Your question was already answered: because they lost. Seriously, that's the entire reason. They were much vilified and written about in a terrible way at the time primarily because they were Spaniards who had set up and taken power in Italy, and people didn't like that. People were hypocrites and the Borgias were foreigners, that's why they have such a bad reputation. (Also, they had some women with the gall to not take shit, notably Lucrezia. Historically she's been absolutely lampooned as pretty much the ultimate evil woman, but historians are now pretty sure that she was cunning, but generally good-natured and a survivor of abuse. That was not acceptable in the time either, and while some got away with it, she had it on top of being a foreigner, part of a hated family, illegitimate child of a pope...etc.)
The Borgias did have their virtues, and those are really not coming through at all—unlike The Tudors, where you saw both the good and the bad in most of the characters.
Oh, and Della Rovere is getting a pretty generous treatment. True he betrayed his own government and instigated a big war, but you keep seeing him try to minimize the suffering it causes, and you see nothing at all of his own lechery and other earthy vices, which he had in more or less the same measure as his enemy.
I think the Borgias' real crime in the eyes of their contemporaries was nothing more than the audacity to be Spaniards with power over the Italians (and the French). They weren't any more heinous than the people around them, but they were foreigners.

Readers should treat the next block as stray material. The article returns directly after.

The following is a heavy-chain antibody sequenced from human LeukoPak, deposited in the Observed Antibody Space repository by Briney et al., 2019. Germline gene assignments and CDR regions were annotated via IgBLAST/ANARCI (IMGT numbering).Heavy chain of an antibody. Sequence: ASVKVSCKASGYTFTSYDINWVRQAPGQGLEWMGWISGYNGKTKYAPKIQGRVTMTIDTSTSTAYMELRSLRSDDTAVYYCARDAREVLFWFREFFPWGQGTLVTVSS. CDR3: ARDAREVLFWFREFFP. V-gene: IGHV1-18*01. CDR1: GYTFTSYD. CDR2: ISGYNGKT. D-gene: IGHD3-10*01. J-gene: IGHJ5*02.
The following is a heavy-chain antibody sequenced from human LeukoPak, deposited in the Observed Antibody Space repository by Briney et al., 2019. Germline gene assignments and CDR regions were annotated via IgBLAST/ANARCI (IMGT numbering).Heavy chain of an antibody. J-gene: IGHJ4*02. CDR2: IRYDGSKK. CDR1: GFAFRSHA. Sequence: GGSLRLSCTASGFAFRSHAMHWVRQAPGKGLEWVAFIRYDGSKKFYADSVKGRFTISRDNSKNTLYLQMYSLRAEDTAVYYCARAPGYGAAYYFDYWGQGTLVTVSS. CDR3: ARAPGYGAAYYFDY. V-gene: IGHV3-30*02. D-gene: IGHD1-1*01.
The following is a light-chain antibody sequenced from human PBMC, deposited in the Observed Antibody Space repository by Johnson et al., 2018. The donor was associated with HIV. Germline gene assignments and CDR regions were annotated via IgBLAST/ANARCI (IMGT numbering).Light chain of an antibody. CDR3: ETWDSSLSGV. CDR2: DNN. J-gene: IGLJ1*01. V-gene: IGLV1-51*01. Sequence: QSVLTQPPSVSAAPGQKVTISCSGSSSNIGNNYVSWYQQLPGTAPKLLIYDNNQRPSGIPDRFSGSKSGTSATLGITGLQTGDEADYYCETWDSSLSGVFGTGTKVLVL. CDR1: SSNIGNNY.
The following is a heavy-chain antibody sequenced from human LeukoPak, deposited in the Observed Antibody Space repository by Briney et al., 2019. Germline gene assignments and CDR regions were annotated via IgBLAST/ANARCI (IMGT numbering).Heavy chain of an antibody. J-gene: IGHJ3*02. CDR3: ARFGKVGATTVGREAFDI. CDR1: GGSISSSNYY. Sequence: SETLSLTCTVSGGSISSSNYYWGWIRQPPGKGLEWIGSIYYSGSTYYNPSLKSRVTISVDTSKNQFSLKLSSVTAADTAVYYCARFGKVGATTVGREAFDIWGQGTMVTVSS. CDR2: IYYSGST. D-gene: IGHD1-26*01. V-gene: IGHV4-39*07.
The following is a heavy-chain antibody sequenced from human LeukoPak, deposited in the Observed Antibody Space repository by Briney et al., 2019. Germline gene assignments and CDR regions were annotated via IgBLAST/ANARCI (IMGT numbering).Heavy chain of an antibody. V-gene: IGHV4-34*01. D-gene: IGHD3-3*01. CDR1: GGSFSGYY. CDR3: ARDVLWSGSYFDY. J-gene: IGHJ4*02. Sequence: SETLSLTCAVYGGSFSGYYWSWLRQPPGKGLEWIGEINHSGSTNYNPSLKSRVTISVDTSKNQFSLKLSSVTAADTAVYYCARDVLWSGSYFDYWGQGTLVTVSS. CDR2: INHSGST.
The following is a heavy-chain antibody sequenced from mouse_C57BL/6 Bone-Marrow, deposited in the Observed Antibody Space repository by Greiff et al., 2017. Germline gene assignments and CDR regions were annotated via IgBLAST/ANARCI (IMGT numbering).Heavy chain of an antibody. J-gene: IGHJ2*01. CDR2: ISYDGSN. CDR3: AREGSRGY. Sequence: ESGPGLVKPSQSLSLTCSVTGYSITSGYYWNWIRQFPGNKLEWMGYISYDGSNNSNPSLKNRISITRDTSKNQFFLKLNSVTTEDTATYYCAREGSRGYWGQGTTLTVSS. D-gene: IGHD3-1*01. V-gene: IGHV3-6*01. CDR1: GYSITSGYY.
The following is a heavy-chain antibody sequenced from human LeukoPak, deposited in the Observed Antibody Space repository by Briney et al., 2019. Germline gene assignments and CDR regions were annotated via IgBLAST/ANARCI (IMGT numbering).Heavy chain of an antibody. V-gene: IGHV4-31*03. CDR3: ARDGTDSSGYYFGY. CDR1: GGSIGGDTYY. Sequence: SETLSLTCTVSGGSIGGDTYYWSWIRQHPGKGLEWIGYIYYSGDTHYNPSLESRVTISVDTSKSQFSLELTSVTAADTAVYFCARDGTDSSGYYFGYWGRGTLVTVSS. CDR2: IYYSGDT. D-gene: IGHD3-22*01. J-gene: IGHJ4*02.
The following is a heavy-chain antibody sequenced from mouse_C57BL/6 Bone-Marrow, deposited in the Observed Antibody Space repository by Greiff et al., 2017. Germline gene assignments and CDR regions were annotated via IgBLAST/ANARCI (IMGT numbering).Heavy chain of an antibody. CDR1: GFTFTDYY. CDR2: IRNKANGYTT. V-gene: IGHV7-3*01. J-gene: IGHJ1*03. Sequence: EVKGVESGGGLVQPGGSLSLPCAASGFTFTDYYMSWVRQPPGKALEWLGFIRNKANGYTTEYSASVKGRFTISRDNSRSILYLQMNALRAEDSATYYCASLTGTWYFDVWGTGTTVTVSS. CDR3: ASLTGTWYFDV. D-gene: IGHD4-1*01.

The reason why they were more reviled by Renaissance standards was part rumor, part reality. Truthfully, a lot of it was what was committed in the name of Borgia. Alexander was fairly tame, aside from some well-timed assassinations (not unusual) and orgies (... somewhat unusual when held in the Vatican). Juan was completely incompetent, but did have a strong sadistic streak with little direction. (There's a letter out there in which Cesare orders him to stop killing cats. Um?) Lucrezia was evil by rumor only, though she did have a manipulative side and was utterly loyal to her family. She could wring info out of you and send it to her brother before you knew what was going on. Cesare is responsible for a lot of what people recall, because even though a lot of what he did was normal by Renaissance standards... He did it so well. He scared the hell out of his opponents; he eliminated several powerful men in one sitting. His targets weren't just common criminals, but well-known, even royal men. Until his dad died, he was well on his way to conquering all of the Italian states—and he died at thirty-one. It was less of them doing something so out of the ordinary, and more of them doing it so often and so well that the legend began to grow.
I think the only thing making Rodrigo Borgia stand out by the standards of his own time and did cause outrage was the blatant nepotism (e.g. making Cesare cardinal of Valencia or "inventing" a duchy for Juan) and that he was very open about his paternity and mistress, unlike other contemporary clerics.
the Chain shots. Normal round shot is perfectly usable on open fields, as the french themselves proved under Francis I. Or at least they could use mortar type shots....or mortars. It's just annoying. especially since chain shots are for naval combat some time down the road and would never come in the obscene bore their using
This isn't my area of expertise but Francois was two kings after Charles. So if he's the one who proved it, he hasn't done it yet. I'm thinking maybe it just hasn't occurred to anyone yet? The artillery of the time was designed as a siege weapon, after all.